Nick Rust’s speech at July’s Racehorse Owners Association AGM receives plenty of coverage in this issue, discussed in columns by Nicholas Cooper and Howard Wright and the AGM report in the ROA Forum.

The BHA Chief Executive produced a tour-de-force, discussing a variety of issues concerning the sport – prize-money, equine welfare, integrity and Brexit were all covered, not surprisingly – yet he stated that racing’s single biggest challenge was staying relevant in modern-day Britain.

Rust’s thrust was that racing will only thrive if it reflects the rest of society and resonates with people from all ages and backgrounds. This, in turn, will drive engagement, participation and employment, plus increased media coverage and betting. It all sounds so sensible – but can this vision be achieved? Not by the BHA alone, that’s for sure.

If racing is to move forward in the ways outlined by Rust, it will need ‘buy-in’ from all its stakeholder partners and a co-ordinated plan of action – and that’s where he could have problems, because the BHA, despite its position at the head of the sport, has limited powers in many areas.

Take the example of fixture planning – the recent ‘Super Saturday’, with racing at Newmarket, Ascot and York among six Flat meetings that day was followed by a ‘Sorry Sunday’ of jumping action at Perth, Stratford and Southwell. Clearly, this lopsided weekend would not have been what the BHA – or bookmakers, for that matter – wanted, but there is, apparently, very little they can do about it. Racecourses rule, okay!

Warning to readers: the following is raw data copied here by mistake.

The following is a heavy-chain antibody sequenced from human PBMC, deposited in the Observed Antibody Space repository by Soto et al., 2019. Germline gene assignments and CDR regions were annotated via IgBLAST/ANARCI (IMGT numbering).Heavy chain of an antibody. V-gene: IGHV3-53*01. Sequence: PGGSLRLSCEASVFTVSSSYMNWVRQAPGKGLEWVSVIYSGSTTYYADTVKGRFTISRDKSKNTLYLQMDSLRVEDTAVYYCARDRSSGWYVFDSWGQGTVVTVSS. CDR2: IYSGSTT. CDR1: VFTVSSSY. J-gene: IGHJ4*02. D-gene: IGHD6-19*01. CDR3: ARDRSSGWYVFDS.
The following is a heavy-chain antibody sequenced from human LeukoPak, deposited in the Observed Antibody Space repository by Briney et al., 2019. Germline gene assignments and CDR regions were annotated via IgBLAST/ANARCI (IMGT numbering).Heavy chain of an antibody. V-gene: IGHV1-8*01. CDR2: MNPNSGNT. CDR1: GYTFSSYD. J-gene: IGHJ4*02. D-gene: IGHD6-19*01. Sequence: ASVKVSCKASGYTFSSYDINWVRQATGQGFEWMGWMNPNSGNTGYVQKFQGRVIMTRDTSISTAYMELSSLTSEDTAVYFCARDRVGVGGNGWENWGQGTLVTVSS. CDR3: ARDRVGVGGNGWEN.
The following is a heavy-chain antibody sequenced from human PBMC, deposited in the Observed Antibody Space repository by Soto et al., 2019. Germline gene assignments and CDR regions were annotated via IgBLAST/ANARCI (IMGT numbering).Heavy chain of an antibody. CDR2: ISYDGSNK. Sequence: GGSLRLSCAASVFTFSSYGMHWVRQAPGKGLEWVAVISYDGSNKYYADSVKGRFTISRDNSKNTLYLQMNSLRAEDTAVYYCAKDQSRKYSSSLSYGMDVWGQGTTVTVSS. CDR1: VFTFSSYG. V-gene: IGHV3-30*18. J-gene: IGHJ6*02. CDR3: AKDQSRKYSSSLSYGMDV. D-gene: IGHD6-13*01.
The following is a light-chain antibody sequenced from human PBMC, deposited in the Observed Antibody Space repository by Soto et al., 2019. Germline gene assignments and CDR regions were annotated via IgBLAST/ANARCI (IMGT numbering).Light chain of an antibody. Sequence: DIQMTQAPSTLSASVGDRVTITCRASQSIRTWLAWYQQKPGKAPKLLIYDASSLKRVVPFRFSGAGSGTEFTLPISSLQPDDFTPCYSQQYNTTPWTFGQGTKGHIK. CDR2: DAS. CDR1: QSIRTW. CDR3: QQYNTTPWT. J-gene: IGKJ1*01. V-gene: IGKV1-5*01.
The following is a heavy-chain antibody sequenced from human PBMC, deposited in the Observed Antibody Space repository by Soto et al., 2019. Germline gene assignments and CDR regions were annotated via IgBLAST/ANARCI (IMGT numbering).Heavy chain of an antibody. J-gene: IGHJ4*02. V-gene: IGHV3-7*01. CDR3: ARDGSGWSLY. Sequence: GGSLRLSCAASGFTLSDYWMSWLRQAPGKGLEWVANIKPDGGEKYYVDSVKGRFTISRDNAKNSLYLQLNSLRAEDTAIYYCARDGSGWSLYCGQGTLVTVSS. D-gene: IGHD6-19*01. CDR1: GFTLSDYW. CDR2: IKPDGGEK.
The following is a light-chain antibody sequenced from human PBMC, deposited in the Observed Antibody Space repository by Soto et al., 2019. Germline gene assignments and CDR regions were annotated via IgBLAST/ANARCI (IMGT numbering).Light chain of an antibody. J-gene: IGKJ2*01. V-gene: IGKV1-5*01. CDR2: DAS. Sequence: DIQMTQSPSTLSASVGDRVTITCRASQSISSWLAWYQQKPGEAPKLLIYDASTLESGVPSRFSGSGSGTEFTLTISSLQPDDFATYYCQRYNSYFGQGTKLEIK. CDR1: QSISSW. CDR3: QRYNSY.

Rust praised the progress made through the members’ agreement, a tripartite system of governance and decision-making involving the BHA, horsemen and racecourses. His hopes for racing extending its reach and relevance will only be realised if he is backed accordingly at this level.

Martyn Meade has backed his own judgement by moving his training operation to Manton and the indications are that his brave decision will pay off.

Despite a successful time at Sefton Lodge in Newmarket, during which he sent out plenty of winners, the opportunity to buy into the historic stable once owned by Robert Sangster proved too good to pass up. In exciting two-year-old Advertise, emphatic winner of the Group 2 July Stakes at Newmarket, he has a horse to dream about for the rest of this season and into next year.

One interesting aspect of the Meade operation success story is the prices they are willing to pay at the sales. By today’s standards they are not big spenders yet have a tremendous record in spotting talent. Showcasing’s son Advertise, for example, was bought for £60,000 at Goffs UK as a yearling – Phoenix Thoroughbreds have purchased a share in him subsequently.

“We select and buy the yearlings ourselves,” Meade tells Tim Richards. “I head up the buying team, very much supported by my son-in-law Dermot Farrington, who is a bloodstock agent, and my son Freddie, who is my assistant trainer.

“We have strict guidelines that we adhere to when selecting and purchasing the yearlings. Suffice to say, we value the horses and don’t get carried away with auction fever.

“We buy speculatively and then find owners, if possible with breeding interests because we are always trying to make stallions or broodmares. We buy stock as opposed to pedigrees; first the individual then we look to the page. And we are always disciplined on price.”